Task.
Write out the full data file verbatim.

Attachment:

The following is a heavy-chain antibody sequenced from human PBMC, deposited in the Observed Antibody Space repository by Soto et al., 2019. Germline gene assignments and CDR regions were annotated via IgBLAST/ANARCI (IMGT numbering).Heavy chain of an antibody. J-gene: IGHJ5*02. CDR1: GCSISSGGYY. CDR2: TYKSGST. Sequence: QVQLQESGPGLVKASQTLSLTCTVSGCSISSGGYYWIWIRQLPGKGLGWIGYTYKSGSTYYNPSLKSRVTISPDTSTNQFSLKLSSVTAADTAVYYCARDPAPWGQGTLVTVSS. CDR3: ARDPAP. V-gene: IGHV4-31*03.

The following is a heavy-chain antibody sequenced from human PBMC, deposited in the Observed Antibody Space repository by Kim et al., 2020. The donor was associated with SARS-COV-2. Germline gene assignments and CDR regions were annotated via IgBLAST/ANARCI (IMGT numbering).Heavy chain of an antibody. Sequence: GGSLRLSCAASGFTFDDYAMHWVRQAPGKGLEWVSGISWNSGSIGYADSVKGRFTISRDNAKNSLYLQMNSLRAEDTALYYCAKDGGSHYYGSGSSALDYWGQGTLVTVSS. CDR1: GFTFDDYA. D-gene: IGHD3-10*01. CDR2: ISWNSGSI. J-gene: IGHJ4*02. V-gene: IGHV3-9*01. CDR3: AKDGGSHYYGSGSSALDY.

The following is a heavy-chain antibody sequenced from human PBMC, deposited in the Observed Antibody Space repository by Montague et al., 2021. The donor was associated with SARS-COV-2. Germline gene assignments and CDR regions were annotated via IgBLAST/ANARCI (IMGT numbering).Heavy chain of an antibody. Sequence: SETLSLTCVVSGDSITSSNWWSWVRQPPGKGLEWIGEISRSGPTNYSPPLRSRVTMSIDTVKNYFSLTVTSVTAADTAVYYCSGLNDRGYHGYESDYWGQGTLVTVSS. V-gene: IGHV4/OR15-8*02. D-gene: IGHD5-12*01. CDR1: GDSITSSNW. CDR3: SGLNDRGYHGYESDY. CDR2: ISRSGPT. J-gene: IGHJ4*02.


The following is a heavy-chain antibody sequenced from human PBMC, deposited in the Observed Antibody Space repository by Soto et al., 2019. Germline gene assignments and CDR regions were annotated via IgBLAST/ANARCI (IMGT numbering).Heavy chain of an antibody. J-gene: IGHJ5*02. CDR1: GCSISSGGYY. CDR2: TYKSGST. Sequence: QVQLQESGPGLVKASQTLSLTCTVSGCSISSGGYYWIWIRQLPGKGLGWIGYTYKSGSTYYNPSLKSRVTISPDTSTNQFSLKLSSVTAADTAVYYCARDPAPWGQGTLVTVSS. CDR3: ARDPAP. V-gene: IGHV4-31*03.

The following is a heavy-chain antibody sequenced from human PBMC, deposited in the Observed Antibody Space repository by Kim et al., 2020. The donor was associated with SARS-COV-2. Germline gene assignments and CDR regions were annotated via IgBLAST/ANARCI (IMGT numbering).Heavy chain of an antibody. Sequence: GGSLRLSCAASGFTFDDYAMHWVRQAPGKGLEWVSGISWNSGSIGYADSVKGRFTISRDNAKNSLYLQMNSLRAEDTALYYCAKDGGSHYYGSGSSALDYWGQGTLVTVSS. CDR1: GFTFDDYA. D-gene: IGHD3-10*01. CDR2: ISWNSGSI. J-gene: IGHJ4*02. V-gene: IGHV3-9*01. CDR3: AKDGGSHYYGSGSSALDY.

The following is a heavy-chain antibody sequenced from human PBMC, deposited in the Observed Antibody Space repository by Montague et al., 2021. The donor was associated with SARS-COV-2. Germline gene assignments and CDR regions were annotated via IgBLAST/ANARCI (IMGT numbering).Heavy chain of an antibody. Sequence: SETLSLTCVVSGDSITSSNWWSWVRQPPGKGLEWIGEISRSGPTNYSPPLRSRVTMSIDTVKNYFSLTVTSVTAADTAVYYCSGLNDRGYHGYESDYWGQGTLVTVSS. V-gene: IGHV4/OR15-8*02. D-gene: IGHD5-12*01. CDR1: GDSITSSNW. CDR3: SGLNDRGYHGYESDY. CDR2: ISRSGPT. J-gene: IGHJ4*02.